Southern Blackberry - Rubus argutus
Southern Blackberry, also called the sawtooth blackberry for the saw like thorns on its vines, is common across the Southeastern United States. Its leaves are rigid green ovals that sprout from the grapes. Each root can produce several vines, though one or two may show up at first. The berries become green from early spring (March to early May) and will turn red towards the end of May or the end of June. The size of the Berry, which will become ripe and purple/black, all depends upon the conditions in which it is grown.
They thrive along the eastern coast, as well as in the cool-night areas of the Appalachians, Ozarks, and Blue Ridge Mountains. The bud, or flower, of the blackberry, will turn white and bloom before a berry is produced, most of the time a stem will jut out from the stalk, or vine. This is where the berry or berries will hang when they grow. The vines are covered with thorns of no more than an inch or two. The barbs are green at the base, red in the middle, and white or bright red/pink at the pointed tip. This beautiful plant's vines will grow along a fence or any structure near to where you plant them.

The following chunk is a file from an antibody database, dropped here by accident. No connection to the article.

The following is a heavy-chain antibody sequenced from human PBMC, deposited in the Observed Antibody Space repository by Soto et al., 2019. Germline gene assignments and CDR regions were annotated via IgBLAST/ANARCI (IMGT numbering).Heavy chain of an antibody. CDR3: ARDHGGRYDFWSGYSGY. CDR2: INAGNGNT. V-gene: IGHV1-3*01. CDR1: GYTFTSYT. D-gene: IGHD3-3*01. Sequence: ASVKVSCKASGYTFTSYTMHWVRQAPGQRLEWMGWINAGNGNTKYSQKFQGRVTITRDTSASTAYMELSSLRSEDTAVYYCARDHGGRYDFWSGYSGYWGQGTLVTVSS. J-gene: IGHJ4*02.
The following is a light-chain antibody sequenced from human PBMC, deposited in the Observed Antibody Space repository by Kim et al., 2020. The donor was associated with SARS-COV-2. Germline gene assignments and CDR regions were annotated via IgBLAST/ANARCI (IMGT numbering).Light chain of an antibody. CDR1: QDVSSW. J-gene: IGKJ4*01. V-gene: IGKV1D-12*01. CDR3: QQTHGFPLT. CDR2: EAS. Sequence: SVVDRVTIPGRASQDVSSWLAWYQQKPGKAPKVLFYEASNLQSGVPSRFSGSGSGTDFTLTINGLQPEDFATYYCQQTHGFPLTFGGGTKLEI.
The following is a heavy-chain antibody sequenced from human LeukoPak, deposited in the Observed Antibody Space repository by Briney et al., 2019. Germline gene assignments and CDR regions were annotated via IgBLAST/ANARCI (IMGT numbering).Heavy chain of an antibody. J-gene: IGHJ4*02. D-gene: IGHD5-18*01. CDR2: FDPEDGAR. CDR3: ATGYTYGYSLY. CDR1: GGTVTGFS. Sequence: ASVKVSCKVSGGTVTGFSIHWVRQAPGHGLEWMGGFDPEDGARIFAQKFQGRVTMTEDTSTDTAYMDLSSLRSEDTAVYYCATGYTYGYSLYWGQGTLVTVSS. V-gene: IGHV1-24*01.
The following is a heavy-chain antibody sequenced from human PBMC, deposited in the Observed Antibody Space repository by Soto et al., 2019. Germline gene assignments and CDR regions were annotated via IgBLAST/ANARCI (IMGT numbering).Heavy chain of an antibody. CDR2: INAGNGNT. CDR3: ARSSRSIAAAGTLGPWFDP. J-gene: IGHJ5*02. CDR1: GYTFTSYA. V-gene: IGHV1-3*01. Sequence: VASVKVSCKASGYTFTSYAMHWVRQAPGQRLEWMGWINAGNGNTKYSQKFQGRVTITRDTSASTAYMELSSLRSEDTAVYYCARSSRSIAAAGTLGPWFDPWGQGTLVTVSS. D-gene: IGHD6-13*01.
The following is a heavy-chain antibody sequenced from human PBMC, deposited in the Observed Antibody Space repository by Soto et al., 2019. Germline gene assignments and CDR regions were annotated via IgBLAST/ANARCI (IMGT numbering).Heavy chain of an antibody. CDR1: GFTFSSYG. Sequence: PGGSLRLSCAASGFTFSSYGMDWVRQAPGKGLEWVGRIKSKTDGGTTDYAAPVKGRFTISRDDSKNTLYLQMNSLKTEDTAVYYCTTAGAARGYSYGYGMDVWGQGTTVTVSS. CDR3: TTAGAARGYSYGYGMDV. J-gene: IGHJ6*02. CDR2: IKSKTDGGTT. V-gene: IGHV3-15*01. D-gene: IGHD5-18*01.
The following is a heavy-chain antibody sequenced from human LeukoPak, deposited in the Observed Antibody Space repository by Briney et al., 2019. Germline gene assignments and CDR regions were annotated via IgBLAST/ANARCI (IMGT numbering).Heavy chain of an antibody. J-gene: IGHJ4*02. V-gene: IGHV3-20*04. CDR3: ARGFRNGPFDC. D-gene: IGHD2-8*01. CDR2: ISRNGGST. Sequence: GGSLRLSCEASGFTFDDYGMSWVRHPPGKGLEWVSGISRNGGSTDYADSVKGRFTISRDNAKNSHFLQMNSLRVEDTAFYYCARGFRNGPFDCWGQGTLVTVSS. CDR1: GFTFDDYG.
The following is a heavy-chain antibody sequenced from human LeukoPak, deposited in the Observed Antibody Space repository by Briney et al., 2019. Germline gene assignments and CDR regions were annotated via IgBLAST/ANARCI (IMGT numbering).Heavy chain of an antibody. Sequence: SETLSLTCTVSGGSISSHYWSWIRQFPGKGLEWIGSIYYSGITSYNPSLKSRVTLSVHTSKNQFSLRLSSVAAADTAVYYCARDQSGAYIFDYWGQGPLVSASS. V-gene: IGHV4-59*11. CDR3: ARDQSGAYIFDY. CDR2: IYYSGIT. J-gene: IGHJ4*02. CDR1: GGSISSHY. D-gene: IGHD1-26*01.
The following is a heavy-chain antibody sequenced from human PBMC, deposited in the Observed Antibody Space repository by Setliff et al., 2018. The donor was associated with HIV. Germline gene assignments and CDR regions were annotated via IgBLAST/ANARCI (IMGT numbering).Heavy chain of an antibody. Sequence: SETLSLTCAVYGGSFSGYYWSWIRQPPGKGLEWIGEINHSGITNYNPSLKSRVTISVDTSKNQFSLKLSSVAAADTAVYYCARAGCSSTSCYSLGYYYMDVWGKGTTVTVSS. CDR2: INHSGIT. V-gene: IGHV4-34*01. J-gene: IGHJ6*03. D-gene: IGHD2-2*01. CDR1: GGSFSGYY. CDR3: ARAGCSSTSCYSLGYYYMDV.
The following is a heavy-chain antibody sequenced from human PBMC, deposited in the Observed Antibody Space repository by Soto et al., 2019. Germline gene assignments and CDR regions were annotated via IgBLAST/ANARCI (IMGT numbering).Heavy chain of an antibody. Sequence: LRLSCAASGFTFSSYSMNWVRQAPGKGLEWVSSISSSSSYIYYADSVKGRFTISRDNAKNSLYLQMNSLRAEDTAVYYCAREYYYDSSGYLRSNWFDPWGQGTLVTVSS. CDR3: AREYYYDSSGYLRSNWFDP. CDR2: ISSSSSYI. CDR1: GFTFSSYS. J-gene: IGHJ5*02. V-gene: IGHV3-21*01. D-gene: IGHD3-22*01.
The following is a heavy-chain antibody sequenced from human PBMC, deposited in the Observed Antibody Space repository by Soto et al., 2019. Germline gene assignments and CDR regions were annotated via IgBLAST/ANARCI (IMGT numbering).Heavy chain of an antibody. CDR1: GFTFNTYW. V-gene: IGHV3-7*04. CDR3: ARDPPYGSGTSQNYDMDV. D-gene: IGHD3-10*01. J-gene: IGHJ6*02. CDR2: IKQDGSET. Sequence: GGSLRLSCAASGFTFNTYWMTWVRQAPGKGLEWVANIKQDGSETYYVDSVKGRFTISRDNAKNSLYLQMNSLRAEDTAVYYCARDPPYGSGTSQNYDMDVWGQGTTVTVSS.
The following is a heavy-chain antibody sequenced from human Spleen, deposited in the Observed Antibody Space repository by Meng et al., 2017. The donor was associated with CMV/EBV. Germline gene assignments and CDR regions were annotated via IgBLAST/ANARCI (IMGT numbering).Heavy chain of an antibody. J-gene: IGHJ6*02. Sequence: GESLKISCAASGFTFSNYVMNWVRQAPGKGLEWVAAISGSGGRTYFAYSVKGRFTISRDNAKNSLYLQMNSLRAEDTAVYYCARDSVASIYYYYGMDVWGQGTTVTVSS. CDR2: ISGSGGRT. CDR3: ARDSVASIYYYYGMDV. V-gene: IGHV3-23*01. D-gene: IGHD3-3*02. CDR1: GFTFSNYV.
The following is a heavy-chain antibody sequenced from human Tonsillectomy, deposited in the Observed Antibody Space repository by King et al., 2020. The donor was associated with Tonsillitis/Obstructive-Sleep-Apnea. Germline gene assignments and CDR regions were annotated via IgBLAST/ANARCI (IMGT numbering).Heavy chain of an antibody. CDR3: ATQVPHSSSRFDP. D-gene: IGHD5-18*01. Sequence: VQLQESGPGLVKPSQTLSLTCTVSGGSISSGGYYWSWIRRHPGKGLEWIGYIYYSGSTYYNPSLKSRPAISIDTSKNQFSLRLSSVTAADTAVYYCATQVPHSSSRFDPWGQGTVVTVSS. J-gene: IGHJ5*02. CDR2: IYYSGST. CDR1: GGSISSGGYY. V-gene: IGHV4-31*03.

A word of warning though, if allowed to become unkempt and unruly, the plant will quickly take over any property. A good rule of thumb to go by with these wondrously delicious berries is to trim every vine that produced fruit in any given season. This vine will not produce fruit the next year and should be cleared to make way for the next generation. Also, any dead or gray vines should be pulled from the root up, as they will form large, nonfruit-bearing, empty spots within a bush or group of vines which will become unsightly and unruly. Blackberries are often considered one of the easiest fruits to grow at home. They are a native species to the United States and grow as a small shrub or trailing vine. The fruit from this plant can be used for table fruit, syrup, jams and jelly.